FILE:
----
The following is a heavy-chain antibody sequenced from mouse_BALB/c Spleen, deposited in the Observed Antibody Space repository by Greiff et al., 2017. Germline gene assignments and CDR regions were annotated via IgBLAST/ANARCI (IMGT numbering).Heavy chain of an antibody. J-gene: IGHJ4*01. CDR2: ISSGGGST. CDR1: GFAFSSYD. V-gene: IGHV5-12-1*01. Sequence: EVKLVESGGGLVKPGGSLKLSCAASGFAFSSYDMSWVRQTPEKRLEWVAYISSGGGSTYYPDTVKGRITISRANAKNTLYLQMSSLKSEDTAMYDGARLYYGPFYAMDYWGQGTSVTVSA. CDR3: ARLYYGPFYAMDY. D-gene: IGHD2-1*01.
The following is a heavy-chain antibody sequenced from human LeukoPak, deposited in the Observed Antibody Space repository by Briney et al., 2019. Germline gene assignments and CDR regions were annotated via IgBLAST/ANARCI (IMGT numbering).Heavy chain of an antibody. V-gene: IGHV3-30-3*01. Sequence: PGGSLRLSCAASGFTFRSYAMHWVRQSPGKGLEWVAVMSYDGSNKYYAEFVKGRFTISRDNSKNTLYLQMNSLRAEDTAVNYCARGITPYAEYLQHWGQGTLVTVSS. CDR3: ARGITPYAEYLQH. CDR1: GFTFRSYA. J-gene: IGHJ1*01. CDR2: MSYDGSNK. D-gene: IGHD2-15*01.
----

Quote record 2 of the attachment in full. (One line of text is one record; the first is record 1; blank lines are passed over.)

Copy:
The following is a heavy-chain antibody sequenced from human LeukoPak, deposited in the Observed Antibody Space repository by Briney et al., 2019. Germline gene assignments and CDR regions were annotated via IgBLAST/ANARCI (IMGT numbering).Heavy chain of an antibody. V-gene: IGHV3-30-3*01. Sequence: PGGSLRLSCAASGFTFRSYAMHWVRQSPGKGLEWVAVMSYDGSNKYYAEFVKGRFTISRDNSKNTLYLQMNSLRAEDTAVNYCARGITPYAEYLQHWGQGTLVTVSS. CDR3: ARGITPYAEYLQH. CDR1: GFTFRSYA. J-gene: IGHJ1*01. CDR2: MSYDGSNK. D-gene: IGHD2-15*01.